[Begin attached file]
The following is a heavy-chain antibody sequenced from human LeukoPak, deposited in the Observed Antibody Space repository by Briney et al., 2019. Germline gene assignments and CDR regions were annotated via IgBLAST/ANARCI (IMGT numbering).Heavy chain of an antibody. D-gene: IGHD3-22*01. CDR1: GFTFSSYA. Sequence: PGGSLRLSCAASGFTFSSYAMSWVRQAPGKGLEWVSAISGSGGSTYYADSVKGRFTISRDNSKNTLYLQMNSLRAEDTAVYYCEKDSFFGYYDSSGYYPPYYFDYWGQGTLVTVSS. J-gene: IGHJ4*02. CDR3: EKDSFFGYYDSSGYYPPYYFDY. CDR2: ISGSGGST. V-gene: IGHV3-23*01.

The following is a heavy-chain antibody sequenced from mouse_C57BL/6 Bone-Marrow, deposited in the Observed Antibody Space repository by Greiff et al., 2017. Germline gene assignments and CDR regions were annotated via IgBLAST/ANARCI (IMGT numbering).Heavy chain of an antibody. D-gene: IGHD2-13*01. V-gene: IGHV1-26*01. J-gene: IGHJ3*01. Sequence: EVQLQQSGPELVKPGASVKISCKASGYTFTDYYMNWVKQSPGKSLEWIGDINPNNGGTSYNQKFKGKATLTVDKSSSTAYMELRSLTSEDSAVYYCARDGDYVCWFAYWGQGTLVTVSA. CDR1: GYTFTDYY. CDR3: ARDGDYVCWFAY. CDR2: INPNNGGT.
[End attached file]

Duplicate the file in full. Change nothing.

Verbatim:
The following is a heavy-chain antibody sequenced from human LeukoPak, deposited in the Observed Antibody Space repository by Briney et al., 2019. Germline gene assignments and CDR regions were annotated via IgBLAST/ANARCI (IMGT numbering).Heavy chain of an antibody. D-gene: IGHD3-22*01. CDR1: GFTFSSYA. Sequence: PGGSLRLSCAASGFTFSSYAMSWVRQAPGKGLEWVSAISGSGGSTYYADSVKGRFTISRDNSKNTLYLQMNSLRAEDTAVYYCEKDSFFGYYDSSGYYPPYYFDYWGQGTLVTVSS. J-gene: IGHJ4*02. CDR3: EKDSFFGYYDSSGYYPPYYFDY. CDR2: ISGSGGST. V-gene: IGHV3-23*01.

The following is a heavy-chain antibody sequenced from mouse_C57BL/6 Bone-Marrow, deposited in the Observed Antibody Space repository by Greiff et al., 2017. Germline gene assignments and CDR regions were annotated via IgBLAST/ANARCI (IMGT numbering).Heavy chain of an antibody. D-gene: IGHD2-13*01. V-gene: IGHV1-26*01. J-gene: IGHJ3*01. Sequence: EVQLQQSGPELVKPGASVKISCKASGYTFTDYYMNWVKQSPGKSLEWIGDINPNNGGTSYNQKFKGKATLTVDKSSSTAYMELRSLTSEDSAVYYCARDGDYVCWFAYWGQGTLVTVSA. CDR1: GYTFTDYY. CDR3: ARDGDYVCWFAY. CDR2: INPNNGGT.